The significant underrepresentation in Hong Kong's revenue from climate solutions indicates a potentially untapped market for sustainable innovations. Investors might consider researching growth opportunities among companies that offer new sustainable solutions, particularly as global demand for such products and services continues to rise.

Companies’ Sourcing Renewable Energy

Renewable energy is a pivotal piece of the climate puzzle. When we look at how much renewable energy companies within both regions are using, Japan's renewable energy sourcing stands at 22.6%, whereas Hong Kong lags slightly at 18.5%. Both regions, however, are trailing the global benchmark of 29.7%, as indicated by ACWI. The lag in renewable energy adoption presents both a challenge and an opportunity for investors.

Carbon Price Resilience

Carbon price resilience quantifies the financial buffer of potential carbon taxation. Our findings show that for every tonne of scope 1 and 2 carbon emissions, Hong Kong generates $58,600 pre-tax profit. That is significantly higher than both Japan’s and the global benchmark’s pre-tax profits of $38,400 and $36,600, respectively. The difference showcases Hong Kong’s higher resilience to future carbon taxation.

Although some of the resilience comes from the sectoral make-up of Hong Kong securitieslargely comprised of real estateits larger economic buffer may give investors more peace of mind if they are attempting to mitigate the risks of future carbon regulations or taxation.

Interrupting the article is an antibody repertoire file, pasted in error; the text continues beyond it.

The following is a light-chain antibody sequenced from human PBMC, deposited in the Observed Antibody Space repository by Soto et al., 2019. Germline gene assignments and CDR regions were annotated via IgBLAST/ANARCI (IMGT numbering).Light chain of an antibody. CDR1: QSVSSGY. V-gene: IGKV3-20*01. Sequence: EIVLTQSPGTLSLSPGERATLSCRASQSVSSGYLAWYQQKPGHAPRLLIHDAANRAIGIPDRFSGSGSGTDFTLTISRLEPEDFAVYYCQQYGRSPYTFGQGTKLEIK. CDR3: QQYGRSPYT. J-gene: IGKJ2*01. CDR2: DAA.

As the world steers toward a more sustainable future, understanding regional intricacies will be crucial for investors. Investors can inform their decisions with our climate data via FactSet, which we used to run this analysis. To interact with an example of the climate dataset, access the Impact Cubed instant preview.


1 - How is the SBTi Funded? - accessed October 2023.

2 – IEA, World Energy Investment Report 2023 – accessed October 2023.

This blog post has been written by a third-party contributor and does not necessarily reflect the opinion of FactSet. The information contained in this blog post is not legal, tax, or investment advice. FactSet does not endorse or recommend any investments and assumes no liability for any consequence relating directly or indirectly to any action or inaction taken based on the information contained in this article.

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Chris Lee

Head of Marketing, Impact Cubed

Mr. Chris Lee is Head of Marketing at Impact Cubed. In this role, he is responsible for leading marketing efforts to help transform the world through sustainable finance. Prior to Impact Cubed, he contributed to the growth of renowned brands like McDonald's, EE, and BT, and executed campaigns for Willis Towers Watson and Goldman Sachs. Mr. Lee earned a Bachelor of Science in Psychology from the University of Leeds.


The information contained in this article is not investment advice. FactSet does not endorse or recommend any investments and assumes no liability for any consequence relating directly or indirectly to any action or inaction taken based on the information contained in this article.